Want More Mental Bandwith? Take A Nap

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Scientists are trying to solve a stubborn mystery: Why do we sleep? PBS NewsHour science correspondent Miles O’Brien interviews Harvard sleep expert Robert Stickgold:

STICKGOLD: The basic driving evolutionary pressure for sleep is still hotly debated, and I don’t even know if we have discovered it yet. On some level, you can summarize what we know about sleep functions now by saying that if you don’t get enough sleep, you’re going to end up fat, sick and stupid. And that just feels like something my mother used to say to me.

O’BRIEN: But we have the science now to prove that?

STICKGOLD: But now we have some science to say that that’s really what’s going on.

O’BRIEN: Stickgold’s primary focus is on dreams and how they may make us smarter. His experiment begins with a video game. Study subjects who play the game, and then sleep, can get through the maze on average a minute faster after their nap, and even better if they dreamed about it.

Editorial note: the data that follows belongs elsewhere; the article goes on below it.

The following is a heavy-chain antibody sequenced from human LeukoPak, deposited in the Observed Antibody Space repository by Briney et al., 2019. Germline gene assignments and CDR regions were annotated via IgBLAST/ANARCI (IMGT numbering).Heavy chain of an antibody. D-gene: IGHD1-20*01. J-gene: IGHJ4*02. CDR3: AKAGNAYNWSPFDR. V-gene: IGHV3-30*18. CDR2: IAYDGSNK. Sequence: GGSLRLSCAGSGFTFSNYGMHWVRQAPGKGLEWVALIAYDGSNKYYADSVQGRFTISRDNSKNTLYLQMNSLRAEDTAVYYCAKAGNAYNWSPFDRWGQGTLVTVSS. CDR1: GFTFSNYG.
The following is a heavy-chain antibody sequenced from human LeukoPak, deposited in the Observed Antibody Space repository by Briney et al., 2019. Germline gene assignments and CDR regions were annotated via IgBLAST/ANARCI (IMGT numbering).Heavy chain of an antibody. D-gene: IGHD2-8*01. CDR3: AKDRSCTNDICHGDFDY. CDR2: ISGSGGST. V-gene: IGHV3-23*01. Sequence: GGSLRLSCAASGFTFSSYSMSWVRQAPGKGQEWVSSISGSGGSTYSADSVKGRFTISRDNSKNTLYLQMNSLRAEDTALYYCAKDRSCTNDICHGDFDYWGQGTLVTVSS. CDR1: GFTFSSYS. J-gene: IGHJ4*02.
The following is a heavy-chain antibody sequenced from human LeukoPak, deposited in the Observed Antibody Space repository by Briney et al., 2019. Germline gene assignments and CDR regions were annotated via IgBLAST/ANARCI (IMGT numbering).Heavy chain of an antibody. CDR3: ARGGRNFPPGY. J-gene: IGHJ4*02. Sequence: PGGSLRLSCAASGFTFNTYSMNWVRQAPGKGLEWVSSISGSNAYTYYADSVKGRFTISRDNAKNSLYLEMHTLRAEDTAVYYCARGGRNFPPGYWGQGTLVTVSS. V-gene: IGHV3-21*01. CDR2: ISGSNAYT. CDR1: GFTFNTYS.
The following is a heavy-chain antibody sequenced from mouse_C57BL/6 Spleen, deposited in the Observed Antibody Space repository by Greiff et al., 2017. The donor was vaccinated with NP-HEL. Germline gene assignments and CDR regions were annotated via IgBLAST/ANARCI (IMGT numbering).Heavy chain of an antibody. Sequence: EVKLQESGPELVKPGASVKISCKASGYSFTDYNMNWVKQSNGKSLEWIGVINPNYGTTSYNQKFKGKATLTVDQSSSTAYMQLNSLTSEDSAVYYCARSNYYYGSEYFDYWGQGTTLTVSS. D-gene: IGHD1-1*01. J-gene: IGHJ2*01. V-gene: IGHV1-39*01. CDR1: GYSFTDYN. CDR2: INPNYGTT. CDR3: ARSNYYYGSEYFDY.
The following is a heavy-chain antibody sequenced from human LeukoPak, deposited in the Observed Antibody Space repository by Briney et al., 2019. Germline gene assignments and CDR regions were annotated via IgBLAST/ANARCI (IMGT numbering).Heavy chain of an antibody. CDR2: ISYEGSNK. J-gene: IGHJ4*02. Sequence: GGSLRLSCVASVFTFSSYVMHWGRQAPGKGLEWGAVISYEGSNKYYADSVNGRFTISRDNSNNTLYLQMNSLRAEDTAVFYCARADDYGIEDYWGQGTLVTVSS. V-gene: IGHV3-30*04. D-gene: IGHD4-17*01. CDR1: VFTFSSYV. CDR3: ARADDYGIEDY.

STICKGOLD: It’s really those who can be remembering and reporting dreaming about the task that seemed to be the ones who really show the biggest improvement.

O’BRIEN: So, if you mull it over in the dream, you come out way ahead?

ROBERT STICKGOLD: Way ahead. And if you mull it over while you’re just sitting there awake, you don’t.

O’BRIEN: When we sleep, our brains receive no outside input and that frees up circuits that stay busy when we are awake. So, we actually have more bandwidth for problem-solving when we are conked out.

STICKGOLD: It seems like the brain has evolved sleep, maybe specifically for this purpose of giving it a chance to look at recently learned information and understand it differently.

O’BRIEN: Could this be the main reason we sleep?

STICKGOLD: It could be one of the main reasons. (Read more here.)

I love the idea that the quiet and inactivity of sleep actually frees up the mind’s “bandwith” for solving problems. If you’re interested in reading more about dreams and learning, I wrote about Stickgold’s research in my Time.com column, here.

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